You may be wondering where our old blog went. We are now on HungryGlobetrotter.com where we have a new Food and Travel blog with more regular posts and all the same eclectic stories of gourmet eats and tasty travels. Come check us out!
Monday, April 15, 2013
Tuesday, February 12, 2013
Azalina Eusope is a San Francisco-based chef from Penang. She is a member of the Mamak tribe, a people who are deeply tied to spices and were renowned cooks for Malaysian royalty.
After a successful career as a pastry chef, Azalina moved around cooking in Singapore, Japan and several other countries before finally moving to the United States. It was in San Francisco that Azalina rediscovered her love of Malaysian culture and cuisine, but she was unable to locate any of her favorite foods locally. Eventually she started her own line of Malaysian simmer sauces and other products.
Azalina’s Peanut Sauce
Peanuts have long been a Malaysian staple, and peanut sauce is a traditional condiment that frequently graces the nation’s tables. Exceptionally versatile, it is used in everything from marinades to pasta sauces, and even as a salad topping or vegetable dip.
Friday, February 8, 2013
Malaysia is known for great food that melds flavors and cultures, and Penang is well known within Malaysia for featuring some of the country’s most interesting cuisine. The street food of Penang stands out, as it offers people from all walks of life fresh and delicious fare from the land and sea.
Spicy soups like Laksa and noodle dishes ranging from sweet to spicy are common. And if anything can be put on a skewer and grilled, it will be. However, in this February's World Dinner Club box, we’ve taken noodle dishes that require a lifetime to master and made them simple. Our “stovetop” satay delivers flavors that can be enjoyed without the difficulty of grilling over coals.
This very special dinner box is not to be missed!
Thursday, January 24, 2013
San Francisco Chef Azalina Eusope helps Hungry Globetrotter bring the famous street food of Penang to life in our February dinner box
Check out this great video of Azalina via the Food Network:
Discover Malaysia with Azalina in our February World Dinner Club subscription box.
Monday, January 14, 2013
Mole is a rich chili and spice sauce from Mexico that incorporates sometimes dozens of ingredients cooked over many hours and reflects the complex flavors of each cook or restaurant.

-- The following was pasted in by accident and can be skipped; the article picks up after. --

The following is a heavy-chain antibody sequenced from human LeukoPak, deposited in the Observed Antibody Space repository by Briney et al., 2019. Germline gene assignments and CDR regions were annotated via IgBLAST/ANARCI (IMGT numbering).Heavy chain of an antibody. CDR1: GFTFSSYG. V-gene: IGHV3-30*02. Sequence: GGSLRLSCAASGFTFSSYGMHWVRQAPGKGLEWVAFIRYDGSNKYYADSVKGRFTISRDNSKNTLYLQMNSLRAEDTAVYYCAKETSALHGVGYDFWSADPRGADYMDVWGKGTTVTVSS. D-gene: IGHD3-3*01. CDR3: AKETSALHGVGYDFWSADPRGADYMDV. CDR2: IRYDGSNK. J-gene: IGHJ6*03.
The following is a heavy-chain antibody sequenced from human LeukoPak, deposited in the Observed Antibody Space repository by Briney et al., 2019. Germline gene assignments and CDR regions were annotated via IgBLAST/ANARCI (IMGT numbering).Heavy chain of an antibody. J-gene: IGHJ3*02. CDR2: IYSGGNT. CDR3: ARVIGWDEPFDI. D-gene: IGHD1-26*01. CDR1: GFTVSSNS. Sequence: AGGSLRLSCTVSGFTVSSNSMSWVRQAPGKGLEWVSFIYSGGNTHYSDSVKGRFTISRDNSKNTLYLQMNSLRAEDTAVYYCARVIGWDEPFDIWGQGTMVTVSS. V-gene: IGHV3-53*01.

The best-known legend of the origins of Mole Poblano says that it was created at the Convent of Santa Rosa in Puebla. An archbishop was visiting, and there was nothing on hand to prepare. However, the resourceful sisters pulled together some leftovers. The bishop loved the intense sauce of chocolate and chilies served over an old turkey.
It’s said that the original recipe for Mole Poblano contained over a hundred different ingredients. Today it usually consists of dried ancho, pasilla chilies, , tomatoes, raisins, unsweetened chocolate, almonds, sesame seeds, clove, cinnamon, pepper, parsley, onion, garlic, and tortillas.
Of course, you don’t have time to gather and slowly cook all these different ingredients. After testing several mole short cuts (and even making it from scratch to be sure), we’ve discovered an easy mix from Urban Accents, which is in our January box shipping this week, that makes it possible for anyone to enjoy this complex and rich sauce at home… without a team of Puebla nuns on hand in the kitchen!
While putting together this box we enjoyed thinking not just about how to showcase two unique ways to use chocolate, but also how to appreciate some key techniques of Mexican cooking. We do this by using soffritto as a base for rice and by adding tortillas in a flavorful soup.
Tuesday, January 8, 2013
- Many of today’s favorite foods come from traditional recipes developed by the Mayans and the Aztecs.
- Chili peppers, corn, tomatoes and other New World foods spread to the rest of the world after the arrival of the Spanish Conquistadors.
- Mole poblano has its roots in Mayan and Aztec food, but the modern version was created in Puebla State (in light green in the center of the map above) in the colonial age.
- Many of Mexico’s candies are not only food, but small pieces of art. Skull-shaped candies or chocolates (like the ones in our box) are specially prepared for the Dia de los Muertos, the Day of the Dead, a holiday when it is typical to pray for and remember friends and family members who have passed away.